The Marco Island Planning Board met Friday morning to discuss the Land Development Code (LDC) update.

At the last City Council meeting, councilor and former Planning Board member Charlette Roman recommended that the board begin meeting twice monthly, with the second meeting of the month devoted solely to the LDC update.

Richard Cannone of Calvin, Giordano and Associates, Inc. – the consulting firm in charge of the LDC update – presented the board with the Phase One deliverables, which includes a comprehensive list of “glitches” within the current code.

The first glitch on the list is the “inconsistency between the original Deltona Deed Restrictions and the current Zoning Code,” which Cannone said was the biggest concern he heard from residents during a series of community meetings that took place in the fall.

Other notable glitches on the list include: commercial and residential design standards; calculation of garage area; residential setback requirements; encroachment of pool (or other mechanical) equipment into setback; dock permitting; and definitions, which Cannone said was the largest problem throughout the entire LDC.

The Planning Board members also discussed the portion of the LDC that requires a “wedding cake” design for buildings that are higher than two stories. The previous board discussed the wedding cake design requirement at its Jan. 9 meeting when Delcore Development, L.L.C. presented its plan to construct a four-story building at 928 Park Avenue; the building did not have a wedding cake design.

The board ultimately approved the building, but the project is in part what spurred the discussion on Friday. Tami Scott of the growth management department said revising that section of the code, as well other sections of the code that address architectural design requirements, would give developers and homeowners more guidance and freedom to construct modern, 21st century buildings.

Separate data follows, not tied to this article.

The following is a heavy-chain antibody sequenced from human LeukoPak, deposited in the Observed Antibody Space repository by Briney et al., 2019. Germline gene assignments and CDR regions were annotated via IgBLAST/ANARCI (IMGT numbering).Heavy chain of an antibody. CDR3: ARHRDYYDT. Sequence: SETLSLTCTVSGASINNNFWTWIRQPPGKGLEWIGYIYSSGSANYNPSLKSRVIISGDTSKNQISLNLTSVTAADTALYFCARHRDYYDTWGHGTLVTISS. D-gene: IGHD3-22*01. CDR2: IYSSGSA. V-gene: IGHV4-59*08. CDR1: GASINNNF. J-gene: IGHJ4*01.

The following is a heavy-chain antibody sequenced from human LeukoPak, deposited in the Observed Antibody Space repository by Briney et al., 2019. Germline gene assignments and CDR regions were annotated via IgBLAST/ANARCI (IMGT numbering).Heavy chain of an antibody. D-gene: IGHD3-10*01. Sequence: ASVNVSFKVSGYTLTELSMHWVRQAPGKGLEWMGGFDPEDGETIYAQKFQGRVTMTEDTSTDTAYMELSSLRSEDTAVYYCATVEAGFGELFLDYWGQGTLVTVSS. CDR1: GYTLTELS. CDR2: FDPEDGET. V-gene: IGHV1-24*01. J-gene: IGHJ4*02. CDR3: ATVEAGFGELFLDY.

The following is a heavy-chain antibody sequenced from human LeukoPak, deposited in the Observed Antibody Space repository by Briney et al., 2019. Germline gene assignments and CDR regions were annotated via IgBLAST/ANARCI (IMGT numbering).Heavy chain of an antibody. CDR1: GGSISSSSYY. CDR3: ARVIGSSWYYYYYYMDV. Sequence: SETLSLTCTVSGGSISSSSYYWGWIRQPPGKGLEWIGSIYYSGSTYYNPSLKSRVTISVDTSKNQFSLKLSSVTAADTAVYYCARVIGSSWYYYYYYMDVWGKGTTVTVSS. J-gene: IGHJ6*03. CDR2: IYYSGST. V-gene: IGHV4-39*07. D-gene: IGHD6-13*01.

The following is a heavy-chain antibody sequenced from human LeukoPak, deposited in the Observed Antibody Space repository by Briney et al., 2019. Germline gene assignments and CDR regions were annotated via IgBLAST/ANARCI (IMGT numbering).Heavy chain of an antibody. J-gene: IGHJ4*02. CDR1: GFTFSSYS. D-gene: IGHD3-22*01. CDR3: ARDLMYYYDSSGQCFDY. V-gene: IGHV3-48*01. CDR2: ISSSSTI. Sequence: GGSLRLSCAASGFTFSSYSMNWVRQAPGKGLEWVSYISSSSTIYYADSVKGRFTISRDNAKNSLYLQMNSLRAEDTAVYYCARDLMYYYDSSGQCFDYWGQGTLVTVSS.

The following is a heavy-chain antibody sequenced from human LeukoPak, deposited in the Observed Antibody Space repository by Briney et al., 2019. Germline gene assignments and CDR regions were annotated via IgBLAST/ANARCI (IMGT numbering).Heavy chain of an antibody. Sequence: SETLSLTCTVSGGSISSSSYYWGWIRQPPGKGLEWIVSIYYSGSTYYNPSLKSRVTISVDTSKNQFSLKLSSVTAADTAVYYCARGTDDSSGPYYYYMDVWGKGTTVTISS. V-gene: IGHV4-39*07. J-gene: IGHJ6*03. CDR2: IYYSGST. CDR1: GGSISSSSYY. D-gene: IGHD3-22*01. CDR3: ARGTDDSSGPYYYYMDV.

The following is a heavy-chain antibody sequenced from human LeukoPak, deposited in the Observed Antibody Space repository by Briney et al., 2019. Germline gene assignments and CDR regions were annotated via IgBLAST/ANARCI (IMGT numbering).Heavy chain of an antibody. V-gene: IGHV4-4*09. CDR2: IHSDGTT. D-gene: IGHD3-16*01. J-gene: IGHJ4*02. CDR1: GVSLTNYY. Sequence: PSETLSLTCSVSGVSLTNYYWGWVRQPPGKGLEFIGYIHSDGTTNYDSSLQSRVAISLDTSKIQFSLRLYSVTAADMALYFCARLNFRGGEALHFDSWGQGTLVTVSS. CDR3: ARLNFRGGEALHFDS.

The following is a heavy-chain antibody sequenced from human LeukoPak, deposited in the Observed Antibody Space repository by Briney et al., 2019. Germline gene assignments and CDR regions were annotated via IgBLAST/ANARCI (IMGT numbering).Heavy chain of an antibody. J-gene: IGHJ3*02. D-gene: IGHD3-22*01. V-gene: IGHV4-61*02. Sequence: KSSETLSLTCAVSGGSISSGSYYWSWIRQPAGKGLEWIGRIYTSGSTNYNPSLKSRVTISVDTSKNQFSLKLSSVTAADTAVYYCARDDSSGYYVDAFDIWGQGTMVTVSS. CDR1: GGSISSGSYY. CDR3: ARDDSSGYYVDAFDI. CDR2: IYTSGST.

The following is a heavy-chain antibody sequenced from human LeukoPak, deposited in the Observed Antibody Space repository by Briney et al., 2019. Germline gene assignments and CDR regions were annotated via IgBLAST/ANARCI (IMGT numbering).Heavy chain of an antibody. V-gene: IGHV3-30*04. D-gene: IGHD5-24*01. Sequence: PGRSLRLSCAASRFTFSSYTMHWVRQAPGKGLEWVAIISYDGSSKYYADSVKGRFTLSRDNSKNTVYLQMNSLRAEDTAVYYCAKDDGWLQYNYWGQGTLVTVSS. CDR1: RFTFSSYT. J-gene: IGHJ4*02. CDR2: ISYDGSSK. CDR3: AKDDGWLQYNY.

“Our code doesn’t necessarily address the current architectural trends,” she said. “It’s getting harder and harder for the staff to review the plans. Architectural designs and trends have changes, but our code has not.”

Board member Ron Goldstein agreed.

“I don’t want the code to become so stringent that it becomes like an island-wide homeowners association,” he said. “This is not the same island from 50 years ago; the world has changed.”

Other board members argued that changing the code to allow for more modern designs would ruin the cohesiveness of the island. The board ultimately agreed to look into establishing a separate architectural design review board to address the issue.

Phase Two of the LDC update involves addressing the glitches that were identified in Phase One; in May, Cannone will present the first draft of the revised LDC, and the Planning Board will review the draft and identify any additional concerns in June. In July, the Planning Board and City Council will meet for a joint workshop to review the draft together.

The Planning Board’s next meeting is 9 a.m., March 3, in the community room, 51 Bald Eagle Drive.

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